Among Those Killed In The Dawn Raid Was A Man Aged A Hundred by Dylan Thomas

When the morning was waking over the war
He put on his clothes and stepped out and he died,
The locks yawned loose and a blast blew them wide,
He dropped where he loved on the burst pavement stone
And the funeral grains of the slaughtered floor.
Tell his street on its back he stopped a sun
And the craters of his eyes grew springshoots and fire
When all the keys shot from the locks, and rang.
Dig no more for the chains of his grey-haired heart.
The heavenly ambulance drawn by a wound
Assembling waits for the spade’s ring on the cage.
O keep his bones away from the common cart,
The morning is flying on the wings of his age
And a hundred storks perch on the sun’s right hand.

By Dylan Thomas
(July 1941)

A recording of Dylan Thomas reciting his poem.

Additional information: I have seen online a number of sources have ‘springshots’ instead of ‘springshoots’. The book I reference, and the above clip where you can hear the poet himself reciting the poem, confirms it is ‘springshoot’ . I can only imagine those sources copied each other or there is some alternate ‘American English’ version I am unfamiliar with.

Characteristically, the sonnet refuses to let the natural triumph of the centenarian’s death be obscured by piety, officialese or propaganda. Instead, it records the events with a quiet irony – that such an old man should need to be killed by a bomb. The flat title was an actual headline in a newspaper. With an even crueller irony. Thomas considered, as a title for the second part of ‘Ceremony After a Fire Raid’ known as ‘Among Those Burned to Death was a Child Aged a Few Hours’.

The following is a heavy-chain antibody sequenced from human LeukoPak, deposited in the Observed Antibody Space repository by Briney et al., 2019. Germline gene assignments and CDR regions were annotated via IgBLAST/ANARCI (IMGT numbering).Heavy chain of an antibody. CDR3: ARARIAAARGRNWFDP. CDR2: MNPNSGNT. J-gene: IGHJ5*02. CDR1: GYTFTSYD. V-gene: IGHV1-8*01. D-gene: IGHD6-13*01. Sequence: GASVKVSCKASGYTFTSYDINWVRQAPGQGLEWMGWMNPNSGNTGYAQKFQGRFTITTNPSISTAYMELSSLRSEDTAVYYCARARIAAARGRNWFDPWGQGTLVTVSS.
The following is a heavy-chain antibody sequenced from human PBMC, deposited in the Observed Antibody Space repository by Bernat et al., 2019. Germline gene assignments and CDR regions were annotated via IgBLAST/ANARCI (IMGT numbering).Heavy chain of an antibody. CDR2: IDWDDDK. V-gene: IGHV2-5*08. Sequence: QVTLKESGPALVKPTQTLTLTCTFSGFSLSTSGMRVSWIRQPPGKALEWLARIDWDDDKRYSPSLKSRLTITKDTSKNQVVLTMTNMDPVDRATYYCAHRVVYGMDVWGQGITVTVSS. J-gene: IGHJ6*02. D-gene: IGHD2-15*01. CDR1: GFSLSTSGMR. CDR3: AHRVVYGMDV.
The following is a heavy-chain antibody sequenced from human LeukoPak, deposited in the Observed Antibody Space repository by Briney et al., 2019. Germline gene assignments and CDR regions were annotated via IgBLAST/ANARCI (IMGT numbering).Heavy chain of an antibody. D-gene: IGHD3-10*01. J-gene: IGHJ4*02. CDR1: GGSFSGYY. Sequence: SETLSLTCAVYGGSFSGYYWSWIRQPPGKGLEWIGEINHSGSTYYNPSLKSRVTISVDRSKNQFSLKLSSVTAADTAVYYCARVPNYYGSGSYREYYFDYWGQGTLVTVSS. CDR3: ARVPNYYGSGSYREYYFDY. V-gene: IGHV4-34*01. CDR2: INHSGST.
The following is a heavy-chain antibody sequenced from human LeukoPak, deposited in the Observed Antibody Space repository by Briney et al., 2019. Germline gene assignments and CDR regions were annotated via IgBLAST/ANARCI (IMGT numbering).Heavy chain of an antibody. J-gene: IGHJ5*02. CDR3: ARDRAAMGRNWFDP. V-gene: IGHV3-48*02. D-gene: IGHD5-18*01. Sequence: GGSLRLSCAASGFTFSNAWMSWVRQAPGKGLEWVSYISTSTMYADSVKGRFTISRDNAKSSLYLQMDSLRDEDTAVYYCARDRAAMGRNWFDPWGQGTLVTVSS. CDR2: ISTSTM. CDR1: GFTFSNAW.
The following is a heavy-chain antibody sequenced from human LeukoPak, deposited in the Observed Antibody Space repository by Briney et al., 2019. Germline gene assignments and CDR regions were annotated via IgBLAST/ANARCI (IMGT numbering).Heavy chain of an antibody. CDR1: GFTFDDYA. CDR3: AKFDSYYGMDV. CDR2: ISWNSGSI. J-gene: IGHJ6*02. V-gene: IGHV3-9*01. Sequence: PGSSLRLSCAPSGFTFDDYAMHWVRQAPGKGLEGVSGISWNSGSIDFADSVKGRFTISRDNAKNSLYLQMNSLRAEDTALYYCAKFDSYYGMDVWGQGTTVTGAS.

One Day by R.S. Thomas

In that day language

shall expose its sores,

begging for the alms

we can not give. ‘Leave it’

we shall say, ‘on the pavement

of the quotidian.’ There is

a cause there is nobody

to plead, yet whose sealed lips

are its credentials. What

does the traveller to your door

ask, but that you sit down

and share with him that

for which there are no words?

I look forward to the peace

conferences of the future

when lies, hidden behind speeches,

shall have their smiles blown away

by the dove’s wings, fanning in silence.

 

by R. S. Thomas

Mass for Hard Times (1992)

We Pronounced by Olga Berggolts

We pronounced

the simplest, poorest words

as if they had never been said.

We were saying

sun, light, grass

as people pronounce

life, love, strength.

 

Remembered how we cleared

that eternal, accursed glacier

from the city streets – and an old man

stamped his foot against the pavement,

shouting, ‘Asphalt, friends, asphault!’

 

As if he were a sailor long ago,

calling out ‘Land, land!’

 

by

Ольга Фёдоровна Берггольц (Olga Fyodorovna Berggolts)

a.k.a. Olga Fyodorovna Bergholz

(1945)

translated by Robert Chandler

Additional information: A Soviet poet, writer, playwright and journalist. She is most famous for her work on the Leningrad radio during the city’s blockade, when she became the symbol of the city’s strength and determination.